4. Schweisfurth, Tim G. & Dharmawan, Magha P., 2019. "Does lead userness foster idea implementation and diffusion? A study of internal shopfloor users," Research Policy, Elsevier, vol. 48(1), pages 289-297.
    5. Hua Liang & Zongyi Zhang, 2012. "The effects of industry characteristics on the sources of technological product and process innovation," The Journal of Technology Transfer, Springer, vol. 37(6), pages 867-884, December.
    6. Philipp Alexander Ebel & Ulrich Bretschneider & Jan Marco Leimeister, 2016. "Can The Crowd Do The Job? Exploring The Effects Of Integrating Customers Into A Company’S Business Model Innovation," International Journal of Innovation Management (ijim), World Scientific Publishing Co. Pte. Ltd., vol. 20(07), pages 1-24, October.
    7. Sánchez-González, Gloria & González-Álvarez, Nuria & Nieto, Mariano, 2009. "Sticky information and heterogeneous needs as determining factors of R&D cooperation with customers," Research Policy, Elsevier, vol. 38(10), pages 1590-1603, December.
    8. Aaron K. Chatterji & Kira Fabrizio, 2012. "How Do Product Users Influence Corporate Invention?," Organization Science, INFORMS, vol. 23(4), pages 971-987, August.
    9. van der Boor, Paul & Oliveira, Pedro & Veloso, Francisco, 2014. "Users as innovators in developing countries: The global sources of innovation and diffusion in mobile banking services," Research Policy, Elsevier, vol. 43(9), pages 1594-1607.
    10. Francesco Paolo Appio & Antonella Martini & Silvia Massa & Stefania Testa, 2016. "Unveiling the intellectual origins of Social Media-based innovation: insights from a bibliometric approach," Scientometrics, Springer;Akadémiai Kiadó, vol. 108(1), pages 355-388, July.
    11. Globocnik, Dietfried & Faullant, Rita, 2021. "Do lead users cooperate with manufacturers in innovation? Investigating the missing link between lead userness and cooperation initiation with manufacturers," Technovation, Elsevier, vol. 100(C).
    12. Markus Ernst & Alexander Brem, 2017. "Social Media for Identifying Lead Users? Insights into Lead Users’ Social Media Habits," International Journal of Innovation and Technology Management (IJITM), World Scientific Publishing Co. Pte. Ltd., vol. 14(04), pages 1-21, August.
    13. Wu, Chia-huei & de Jong, Jeroen P.J. & Raasch, Christina & Poldervaart, Sabrine, 2020. "Work process-related lead userness as an antecedent of innovative behavior and user innovation in organizations," Research Policy, Elsevier, vol. 49(6).
    14. de Jong, Jeroen P.J. & von Hippel, Eric & Gault, Fred & Kuusisto, Jari & Raasch, Christina, 2015. "Market failure in the diffusion of consumer-developed innovations: Patterns in Finland," Research Policy, Elsevier, vol. 44(10), pages 1856-1865.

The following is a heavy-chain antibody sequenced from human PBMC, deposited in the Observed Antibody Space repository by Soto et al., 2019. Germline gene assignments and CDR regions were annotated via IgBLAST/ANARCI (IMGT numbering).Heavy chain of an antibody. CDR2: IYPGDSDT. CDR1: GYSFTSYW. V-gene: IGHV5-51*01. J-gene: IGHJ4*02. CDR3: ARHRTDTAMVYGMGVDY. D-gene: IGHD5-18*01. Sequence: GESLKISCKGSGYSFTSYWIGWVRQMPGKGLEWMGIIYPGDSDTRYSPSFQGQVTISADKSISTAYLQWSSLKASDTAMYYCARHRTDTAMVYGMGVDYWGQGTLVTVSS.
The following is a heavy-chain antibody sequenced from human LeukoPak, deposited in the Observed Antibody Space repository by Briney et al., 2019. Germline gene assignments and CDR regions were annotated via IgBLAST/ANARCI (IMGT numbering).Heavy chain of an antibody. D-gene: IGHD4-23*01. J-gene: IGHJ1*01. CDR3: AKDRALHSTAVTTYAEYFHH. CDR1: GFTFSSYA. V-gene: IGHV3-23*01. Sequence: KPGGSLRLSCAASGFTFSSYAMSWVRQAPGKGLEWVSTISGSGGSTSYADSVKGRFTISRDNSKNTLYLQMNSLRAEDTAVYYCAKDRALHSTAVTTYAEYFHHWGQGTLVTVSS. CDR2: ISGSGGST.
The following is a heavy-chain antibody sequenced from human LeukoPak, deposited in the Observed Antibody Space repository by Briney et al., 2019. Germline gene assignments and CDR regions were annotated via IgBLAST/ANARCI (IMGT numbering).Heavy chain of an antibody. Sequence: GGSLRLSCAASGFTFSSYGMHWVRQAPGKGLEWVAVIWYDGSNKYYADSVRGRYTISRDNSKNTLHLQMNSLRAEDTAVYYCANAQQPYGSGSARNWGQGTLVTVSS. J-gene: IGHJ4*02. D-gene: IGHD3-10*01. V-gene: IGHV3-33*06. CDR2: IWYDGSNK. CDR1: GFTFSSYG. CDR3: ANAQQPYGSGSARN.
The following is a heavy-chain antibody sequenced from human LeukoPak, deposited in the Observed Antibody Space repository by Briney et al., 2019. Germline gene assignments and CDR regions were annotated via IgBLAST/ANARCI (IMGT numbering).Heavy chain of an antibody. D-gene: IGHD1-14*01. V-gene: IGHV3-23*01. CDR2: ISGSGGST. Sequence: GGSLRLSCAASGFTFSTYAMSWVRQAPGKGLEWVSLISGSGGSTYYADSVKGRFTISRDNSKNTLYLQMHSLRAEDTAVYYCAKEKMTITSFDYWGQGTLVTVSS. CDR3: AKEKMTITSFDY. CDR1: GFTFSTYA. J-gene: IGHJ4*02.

15. Maria Roszkowska-Menkes, 2017. "User Innovation: State of the Art and Perspectives for Future Research," Journal of Entrepreneurship, Management and Innovation, Fundacja Upowszechniająca Wiedzę i Naukę "Cognitione", vol. 13(2), pages 127-154.
    16. Block, Jörn H. & Henkel, Joachim & Schweisfurth, Tim G. & Stiegler, Annika, 2016. "Commercializing user innovations by vertical diversification: The user–manufacturer innovator," Research Policy, Elsevier, vol. 45(1), pages 244-259.
    17. Alexander Brem & Volker Bilgram & Adele Gutstein, 2018. "Involving Lead Users in Innovation: A Structured Summary of Research on the Lead User Method," International Journal of Innovation and Technology Management (IJITM), World Scientific Publishing Co. Pte. Ltd., vol. 15(03), pages 1-27, June.
    18. Jeroen de Jong & Eric von Hippel, 2010. "Open, distributed and user-centered: Towards a paradigm shift in innovation policy," Scales Research Reports H201009, EIM Business and Policy Research.
    19. Schweisfurth, Tim G. & Raasch, Christina, 2015. "Embedded lead users—The benefits of employing users for corporate innovation," Research Policy, Elsevier, vol. 44(1), pages 168-180.
    20. Wu, Chia-huei & de Jong, Jeroen P.J. & Raasch, Christina & Poldervaart, Sabrine, 2020. "Work process-related lead userness as an antecedent of innovative behavior and user innovation in organizations," Open Access Publications from Kiel Institute for the World Economy 228657, Kiel Institute for the World Economy (IfW Kiel).

    Corrections

    All material on this site has been provided by the respective publishers and authors. You can help correct errors and omissions. When requesting a correction, please mention this item's handle: RePEc:eee:respol:v:40:y:2011:i:6:p:806-818. See general information about how to correct material in RePEc.

    For technical questions regarding this item, or to correct its authors, title, abstract, bibliographic or download information, contact: . General contact details of provider: http://www.elsevier.com/locate/respol .

    If you have authored this item and are not yet registered with RePEc, we encourage you to do it here. This allows to link your profile to this item. It also allows you to accept potential citations to this item that we are uncertain about.

    If CitEc recognized a bibliographic reference but did not link an item in RePEc to it, you can help with this form .

    If you know of missing items citing this one, you can help us creating those links by adding the relevant references in the same way as above, for each refering item. If you are a registered author of this item, you may also want to check the "citations" tab in your RePEc Author Service profile, as there may be some citations waiting for confirmation.

    For technical questions regarding this item, or to correct its authors, title, abstract, bibliographic or download information, contact: Catherine Liu (email available below). General contact details of provider: http://www.elsevier.com/locate/respol .

    Please note that corrections may take a couple of weeks to filter through the various RePEc services.

    IDEAS is a RePEc service hosted by the Research Division of the Federal Reserve Bank of St. Louis . RePEc uses bibliographic data supplied by the respective publishers.